Let’s say you have been using Feedly for at least a week now. You may have realized that it can be difficult reading so many articles everyday. Worse, sometimes you like to save those articles, and after doing this for some time, your browser’s bookmarks look like an insurmountable wall of text. My solution to all of those ills is simple: Pocket.
Pocket is a free app and website that stores links for you. It is my number one app of choice when it comes to saving articles or links I may want to write about (which I tag as ‘research’). Combining visual appeal and some really useful bits of organization, Pocket makes storing, viewing, and finding links you’d want to view another time a real breeze.
Better yet, it integrates perfectly with Feedly. Either using the website version (where you save articles to Pocket) or even by setting Pocket as your default article saver on the app version, Feedly makes Pocket a perfect choice if you often need to save things from your RSS.
While I am less familiar with iOS, Pocket on android lets you use the share button to send links, websites, and other things worth saving directly to Pocket. If I happen to check a link that a friend text me, I can easily save it to Pocket for later reading.
Pocket also uses the cloud, so your links are synced wherever you can sign in. This makes it especially handy for saving links to things you might want to access on a public computer. For instance, a few YouTube videos for a class. Rather than risking your email on a public terminal or bothering with a USB stick, you can just use Pocket.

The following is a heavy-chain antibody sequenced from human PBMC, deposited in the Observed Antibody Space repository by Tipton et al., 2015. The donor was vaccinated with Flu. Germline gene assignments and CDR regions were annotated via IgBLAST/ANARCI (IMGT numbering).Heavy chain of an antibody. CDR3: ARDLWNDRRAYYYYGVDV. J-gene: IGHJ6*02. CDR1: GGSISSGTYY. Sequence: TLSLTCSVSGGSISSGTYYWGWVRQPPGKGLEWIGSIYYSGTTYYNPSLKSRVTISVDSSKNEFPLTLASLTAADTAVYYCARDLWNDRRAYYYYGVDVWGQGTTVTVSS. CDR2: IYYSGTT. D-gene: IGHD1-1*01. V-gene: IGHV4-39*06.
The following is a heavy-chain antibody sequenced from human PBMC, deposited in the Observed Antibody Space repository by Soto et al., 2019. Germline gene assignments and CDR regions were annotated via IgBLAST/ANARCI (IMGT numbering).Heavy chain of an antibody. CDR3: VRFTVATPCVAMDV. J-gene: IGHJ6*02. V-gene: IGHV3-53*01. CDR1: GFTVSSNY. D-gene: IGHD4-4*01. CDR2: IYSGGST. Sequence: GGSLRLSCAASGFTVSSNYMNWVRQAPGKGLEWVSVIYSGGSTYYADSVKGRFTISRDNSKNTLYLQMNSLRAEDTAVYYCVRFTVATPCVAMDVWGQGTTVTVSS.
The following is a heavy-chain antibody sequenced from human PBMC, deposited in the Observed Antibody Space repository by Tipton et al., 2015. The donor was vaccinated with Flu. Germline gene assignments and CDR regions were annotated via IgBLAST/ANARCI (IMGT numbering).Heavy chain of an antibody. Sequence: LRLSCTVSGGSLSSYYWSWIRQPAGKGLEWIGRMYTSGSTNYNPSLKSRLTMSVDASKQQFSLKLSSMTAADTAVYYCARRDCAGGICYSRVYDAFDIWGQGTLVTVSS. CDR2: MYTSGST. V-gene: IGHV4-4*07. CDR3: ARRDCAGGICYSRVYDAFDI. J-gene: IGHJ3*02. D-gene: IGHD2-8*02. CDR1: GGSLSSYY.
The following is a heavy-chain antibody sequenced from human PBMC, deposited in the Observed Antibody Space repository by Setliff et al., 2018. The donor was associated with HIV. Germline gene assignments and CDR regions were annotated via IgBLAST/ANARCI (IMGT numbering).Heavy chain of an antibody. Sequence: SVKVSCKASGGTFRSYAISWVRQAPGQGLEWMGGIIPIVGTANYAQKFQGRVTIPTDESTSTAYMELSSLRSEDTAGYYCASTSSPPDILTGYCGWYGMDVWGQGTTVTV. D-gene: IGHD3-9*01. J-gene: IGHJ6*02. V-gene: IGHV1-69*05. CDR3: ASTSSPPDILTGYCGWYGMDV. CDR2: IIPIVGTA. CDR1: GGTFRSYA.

Most of my use for Pocket comes from its organizational benefits. Being able to tag articles with my own made-up tags helps me keep track of them without having to organize them into various folders. As I enjoy cooking, I like to use Pocket not only for recipes, but for cooking tips and any other articles that I might want to reference back to multiple times. I also use it for tagging ‘wishlist’ items at the source I originally learned about them (book reviews, for example). If I save just the it, say on Amazon, I sometimes forget the context of why I save it, so it is handy to have original articles.
I have to admit, when I first read about Pocket, I was skeptical. Feedly already had a mostly functional ‘Save for Later’ option and my bookmarks have never failed me. Still, I do like to be surprised, so I decided to try Pocket in the hopes of its use surprising.
It took a while for that to happen. While Pocket has been incredible since the first day I used it, it took me a while to fully integrate it into how I operate. Once I did, however, I don’t think I would ever go back. It just offers a much cleaner, more organized, and more useful solution to the problem of retaining links than anything else I have tried. The ability to quickly search or to pull up specific tags makes it even better than many alternatives.
The one exception is probably Evernote, which I have also used extensively. Evernote is great if you want a copy of the link or some of its content, rather than the full website. I use it more extensively as an archiver, but only for recipes. It pairs particularly well with a tablet if you are looking to create a digital cookbook of your own favorite recipes.
For everyday use, however, I prefer Pocket. You can bet it’ll stay that way too!